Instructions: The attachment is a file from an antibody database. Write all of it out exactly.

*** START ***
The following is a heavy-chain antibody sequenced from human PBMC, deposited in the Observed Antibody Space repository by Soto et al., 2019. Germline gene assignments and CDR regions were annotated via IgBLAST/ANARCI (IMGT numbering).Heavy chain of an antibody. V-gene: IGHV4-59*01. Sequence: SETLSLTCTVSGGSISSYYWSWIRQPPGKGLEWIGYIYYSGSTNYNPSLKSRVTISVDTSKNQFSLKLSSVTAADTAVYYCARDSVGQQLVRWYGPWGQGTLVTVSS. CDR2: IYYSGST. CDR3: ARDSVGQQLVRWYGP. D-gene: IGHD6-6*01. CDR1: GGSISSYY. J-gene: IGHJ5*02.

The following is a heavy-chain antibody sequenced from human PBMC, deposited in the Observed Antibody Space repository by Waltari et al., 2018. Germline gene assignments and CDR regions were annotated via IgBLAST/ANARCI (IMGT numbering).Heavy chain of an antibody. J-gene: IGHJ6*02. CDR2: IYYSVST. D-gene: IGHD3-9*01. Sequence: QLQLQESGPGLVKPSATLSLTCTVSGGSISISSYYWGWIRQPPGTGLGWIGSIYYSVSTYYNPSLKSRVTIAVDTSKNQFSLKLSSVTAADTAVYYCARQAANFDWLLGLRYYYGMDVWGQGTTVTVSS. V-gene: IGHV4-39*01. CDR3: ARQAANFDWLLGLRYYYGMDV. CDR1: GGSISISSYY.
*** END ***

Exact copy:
The following is a heavy-chain antibody sequenced from human PBMC, deposited in the Observed Antibody Space repository by Soto et al., 2019. Germline gene assignments and CDR regions were annotated via IgBLAST/ANARCI (IMGT numbering).Heavy chain of an antibody. V-gene: IGHV4-59*01. Sequence: SETLSLTCTVSGGSISSYYWSWIRQPPGKGLEWIGYIYYSGSTNYNPSLKSRVTISVDTSKNQFSLKLSSVTAADTAVYYCARDSVGQQLVRWYGPWGQGTLVTVSS. CDR2: IYYSGST. CDR3: ARDSVGQQLVRWYGP. D-gene: IGHD6-6*01. CDR1: GGSISSYY. J-gene: IGHJ5*02.

The following is a heavy-chain antibody sequenced from human PBMC, deposited in the Observed Antibody Space repository by Waltari et al., 2018. Germline gene assignments and CDR regions were annotated via IgBLAST/ANARCI (IMGT numbering).Heavy chain of an antibody. J-gene: IGHJ6*02. CDR2: IYYSVST. D-gene: IGHD3-9*01. Sequence: QLQLQESGPGLVKPSATLSLTCTVSGGSISISSYYWGWIRQPPGTGLGWIGSIYYSVSTYYNPSLKSRVTIAVDTSKNQFSLKLSSVTAADTAVYYCARQAANFDWLLGLRYYYGMDVWGQGTTVTVSS. V-gene: IGHV4-39*01. CDR3: ARQAANFDWLLGLRYYYGMDV. CDR1: GGSISISSYY.